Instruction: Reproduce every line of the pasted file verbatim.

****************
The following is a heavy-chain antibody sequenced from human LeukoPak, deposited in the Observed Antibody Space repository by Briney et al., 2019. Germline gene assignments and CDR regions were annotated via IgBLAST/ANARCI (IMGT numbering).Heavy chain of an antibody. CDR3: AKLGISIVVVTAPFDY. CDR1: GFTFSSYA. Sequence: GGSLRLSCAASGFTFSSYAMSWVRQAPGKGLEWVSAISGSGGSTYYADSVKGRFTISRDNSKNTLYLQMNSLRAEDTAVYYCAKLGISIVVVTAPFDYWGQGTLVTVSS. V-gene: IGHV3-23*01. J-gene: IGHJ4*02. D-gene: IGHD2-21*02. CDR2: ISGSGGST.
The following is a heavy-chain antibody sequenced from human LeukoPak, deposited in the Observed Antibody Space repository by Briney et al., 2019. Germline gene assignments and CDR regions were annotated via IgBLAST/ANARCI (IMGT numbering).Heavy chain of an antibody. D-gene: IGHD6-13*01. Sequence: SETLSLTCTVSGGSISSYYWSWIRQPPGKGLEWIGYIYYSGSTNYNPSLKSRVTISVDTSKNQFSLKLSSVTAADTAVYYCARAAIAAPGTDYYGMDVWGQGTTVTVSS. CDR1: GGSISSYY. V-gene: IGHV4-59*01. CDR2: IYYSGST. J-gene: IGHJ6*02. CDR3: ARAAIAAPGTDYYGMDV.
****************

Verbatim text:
The following is a heavy-chain antibody sequenced from human LeukoPak, deposited in the Observed Antibody Space repository by Briney et al., 2019. Germline gene assignments and CDR regions were annotated via IgBLAST/ANARCI (IMGT numbering).Heavy chain of an antibody. CDR3: AKLGISIVVVTAPFDY. CDR1: GFTFSSYA. Sequence: GGSLRLSCAASGFTFSSYAMSWVRQAPGKGLEWVSAISGSGGSTYYADSVKGRFTISRDNSKNTLYLQMNSLRAEDTAVYYCAKLGISIVVVTAPFDYWGQGTLVTVSS. V-gene: IGHV3-23*01. J-gene: IGHJ4*02. D-gene: IGHD2-21*02. CDR2: ISGSGGST.
The following is a heavy-chain antibody sequenced from human LeukoPak, deposited in the Observed Antibody Space repository by Briney et al., 2019. Germline gene assignments and CDR regions were annotated via IgBLAST/ANARCI (IMGT numbering).Heavy chain of an antibody. D-gene: IGHD6-13*01. Sequence: SETLSLTCTVSGGSISSYYWSWIRQPPGKGLEWIGYIYYSGSTNYNPSLKSRVTISVDTSKNQFSLKLSSVTAADTAVYYCARAAIAAPGTDYYGMDVWGQGTTVTVSS. CDR1: GGSISSYY. V-gene: IGHV4-59*01. CDR2: IYYSGST. J-gene: IGHJ6*02. CDR3: ARAAIAAPGTDYYGMDV.